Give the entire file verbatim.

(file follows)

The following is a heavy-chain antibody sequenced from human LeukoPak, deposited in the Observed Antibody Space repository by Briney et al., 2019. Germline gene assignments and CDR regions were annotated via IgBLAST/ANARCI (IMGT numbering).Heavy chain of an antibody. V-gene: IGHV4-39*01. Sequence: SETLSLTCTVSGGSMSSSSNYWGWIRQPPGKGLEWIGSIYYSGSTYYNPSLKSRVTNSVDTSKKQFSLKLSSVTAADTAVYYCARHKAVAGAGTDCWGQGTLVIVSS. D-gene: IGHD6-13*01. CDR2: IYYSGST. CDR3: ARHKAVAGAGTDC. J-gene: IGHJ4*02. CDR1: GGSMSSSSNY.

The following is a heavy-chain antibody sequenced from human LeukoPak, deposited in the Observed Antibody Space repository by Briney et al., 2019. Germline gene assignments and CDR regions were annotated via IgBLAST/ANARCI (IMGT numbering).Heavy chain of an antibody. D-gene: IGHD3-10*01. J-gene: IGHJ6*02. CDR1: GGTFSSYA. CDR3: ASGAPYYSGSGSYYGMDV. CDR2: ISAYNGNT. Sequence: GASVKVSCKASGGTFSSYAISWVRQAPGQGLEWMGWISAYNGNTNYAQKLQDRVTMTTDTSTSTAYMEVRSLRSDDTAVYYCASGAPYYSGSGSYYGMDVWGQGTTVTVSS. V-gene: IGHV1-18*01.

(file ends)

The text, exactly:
The following is a heavy-chain antibody sequenced from human LeukoPak, deposited in the Observed Antibody Space repository by Briney et al., 2019. Germline gene assignments and CDR regions were annotated via IgBLAST/ANARCI (IMGT numbering).Heavy chain of an antibody. V-gene: IGHV4-39*01. Sequence: SETLSLTCTVSGGSMSSSSNYWGWIRQPPGKGLEWIGSIYYSGSTYYNPSLKSRVTNSVDTSKKQFSLKLSSVTAADTAVYYCARHKAVAGAGTDCWGQGTLVIVSS. D-gene: IGHD6-13*01. CDR2: IYYSGST. CDR3: ARHKAVAGAGTDC. J-gene: IGHJ4*02. CDR1: GGSMSSSSNY.

The following is a heavy-chain antibody sequenced from human LeukoPak, deposited in the Observed Antibody Space repository by Briney et al., 2019. Germline gene assignments and CDR regions were annotated via IgBLAST/ANARCI (IMGT numbering).Heavy chain of an antibody. D-gene: IGHD3-10*01. J-gene: IGHJ6*02. CDR1: GGTFSSYA. CDR3: ASGAPYYSGSGSYYGMDV. CDR2: ISAYNGNT. Sequence: GASVKVSCKASGGTFSSYAISWVRQAPGQGLEWMGWISAYNGNTNYAQKLQDRVTMTTDTSTSTAYMEVRSLRSDDTAVYYCASGAPYYSGSGSYYGMDVWGQGTTVTVSS. V-gene: IGHV1-18*01.